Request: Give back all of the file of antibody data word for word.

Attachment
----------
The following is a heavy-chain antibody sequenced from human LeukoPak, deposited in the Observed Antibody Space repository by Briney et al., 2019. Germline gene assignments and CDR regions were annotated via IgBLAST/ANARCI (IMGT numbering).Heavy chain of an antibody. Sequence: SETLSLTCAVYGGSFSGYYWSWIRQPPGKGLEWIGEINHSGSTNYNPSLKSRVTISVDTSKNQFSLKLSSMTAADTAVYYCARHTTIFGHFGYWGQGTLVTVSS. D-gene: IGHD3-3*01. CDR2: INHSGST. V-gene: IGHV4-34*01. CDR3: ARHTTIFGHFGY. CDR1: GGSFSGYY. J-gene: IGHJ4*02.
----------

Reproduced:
The following is a heavy-chain antibody sequenced from human LeukoPak, deposited in the Observed Antibody Space repository by Briney et al., 2019. Germline gene assignments and CDR regions were annotated via IgBLAST/ANARCI (IMGT numbering).Heavy chain of an antibody. Sequence: SETLSLTCAVYGGSFSGYYWSWIRQPPGKGLEWIGEINHSGSTNYNPSLKSRVTISVDTSKNQFSLKLSSMTAADTAVYYCARHTTIFGHFGYWGQGTLVTVSS. D-gene: IGHD3-3*01. CDR2: INHSGST. V-gene: IGHV4-34*01. CDR3: ARHTTIFGHFGY. CDR1: GGSFSGYY. J-gene: IGHJ4*02.